What the Sandwich Generation Brings to the Holiday Table

Are you wondering if your family dynamics during the holidays are going to scare off your son’s new in-laws? Welcoming his wife and her parents into the fold is another chapter in your family’s history, and integrating them into the holiday festivities has the potential for its own complications.

Are you ready to take the family conversation up a notch or two this year and talk more than holiday decorations? Are you tired of preparing Christmas, Hanukah or Kwanzaa dinner and anxious to pass the baton to the younger generation?

Use some of the following tips – those that apply specifically to your family situation – in order to create new holiday rituals:

1. Make a conscious decision to put aside misunderstandings and differences so you can enjoy the family time together. Arrive at dinner with an open mind, no complaints and an accepting heart.

2. Before the meal, begin a conversation about gratitude. Have your children and your parents talk about what they are thankful for and how feeling grateful can become a part of their daily lives.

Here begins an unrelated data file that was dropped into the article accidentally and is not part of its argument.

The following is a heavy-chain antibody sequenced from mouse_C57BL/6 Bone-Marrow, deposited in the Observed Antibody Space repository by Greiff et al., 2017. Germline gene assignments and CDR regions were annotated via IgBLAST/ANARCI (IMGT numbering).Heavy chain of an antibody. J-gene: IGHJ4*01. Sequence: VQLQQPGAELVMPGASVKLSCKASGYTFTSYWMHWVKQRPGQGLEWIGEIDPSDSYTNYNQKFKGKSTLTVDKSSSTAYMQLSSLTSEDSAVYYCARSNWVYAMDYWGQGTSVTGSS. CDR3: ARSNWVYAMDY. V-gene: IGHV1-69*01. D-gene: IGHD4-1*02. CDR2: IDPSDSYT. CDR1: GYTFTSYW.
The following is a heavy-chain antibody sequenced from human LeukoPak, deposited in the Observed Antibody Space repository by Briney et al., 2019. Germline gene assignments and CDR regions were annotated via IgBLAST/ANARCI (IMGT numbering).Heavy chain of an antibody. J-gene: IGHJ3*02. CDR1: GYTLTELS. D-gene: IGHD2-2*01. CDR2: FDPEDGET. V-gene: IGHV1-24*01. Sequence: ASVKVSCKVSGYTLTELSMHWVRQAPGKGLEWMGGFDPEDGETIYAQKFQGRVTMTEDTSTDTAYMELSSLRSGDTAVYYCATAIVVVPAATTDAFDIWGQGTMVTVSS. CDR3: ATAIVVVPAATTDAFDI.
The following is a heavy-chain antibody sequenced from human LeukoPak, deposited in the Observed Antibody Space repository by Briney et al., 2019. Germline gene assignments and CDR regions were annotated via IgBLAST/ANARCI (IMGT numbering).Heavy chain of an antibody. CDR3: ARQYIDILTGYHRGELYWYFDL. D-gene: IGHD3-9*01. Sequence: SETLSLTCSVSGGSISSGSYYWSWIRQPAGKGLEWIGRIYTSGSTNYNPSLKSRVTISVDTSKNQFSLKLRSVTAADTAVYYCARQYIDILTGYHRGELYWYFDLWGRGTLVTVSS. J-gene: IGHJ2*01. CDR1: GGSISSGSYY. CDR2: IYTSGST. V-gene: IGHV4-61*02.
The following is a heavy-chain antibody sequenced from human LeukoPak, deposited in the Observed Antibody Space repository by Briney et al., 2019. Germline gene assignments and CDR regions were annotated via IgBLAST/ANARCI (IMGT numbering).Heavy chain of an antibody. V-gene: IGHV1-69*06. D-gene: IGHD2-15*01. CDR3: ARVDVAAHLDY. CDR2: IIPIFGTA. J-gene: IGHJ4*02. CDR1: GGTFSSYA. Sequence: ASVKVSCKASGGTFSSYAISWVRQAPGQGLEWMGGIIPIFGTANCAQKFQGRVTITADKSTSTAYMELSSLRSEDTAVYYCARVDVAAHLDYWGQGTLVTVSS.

3. During dinner, deepen the discussion by encouraging each family member to identify his or her core values. A core value is about being, not about doing. For example, you may set a goal of being a more secure and satisfied person rather than one of having a lot of money. Decide to live up to these standards by taking action as you create a more congruent way of life.

4. Pause to recognize the talents, skills and positive character traits of others, as well as your own. Serve as a role model for your extended family as you openly acknowledge these personal strengths.

5. If you’re ready to be a guest instead of the host, make this holiday a rite of passage. Whether you’re edging your kidults out of the nest or taking a well deserved respite for yourself, begin to shift the responsibility of family get-togethers to the next generation.

6. Pass on the family legacy. Let your adult children know how much you value keeping the family close. Teach by example as they watch how you lovingly take care of your own aging parents.

7. Encourage the younger members of the family to preserve the old traditions and give them your support while they’re creating customs of their own. Remember to express your appreciation as they develop new family and holiday attitudes.

Whether your emerging adult children decide to create new wave recipes or cook the meal in the microwave, it’s now out of your control. Sit back and relax – all you have to do is pass the mashed potatoes and gravy.

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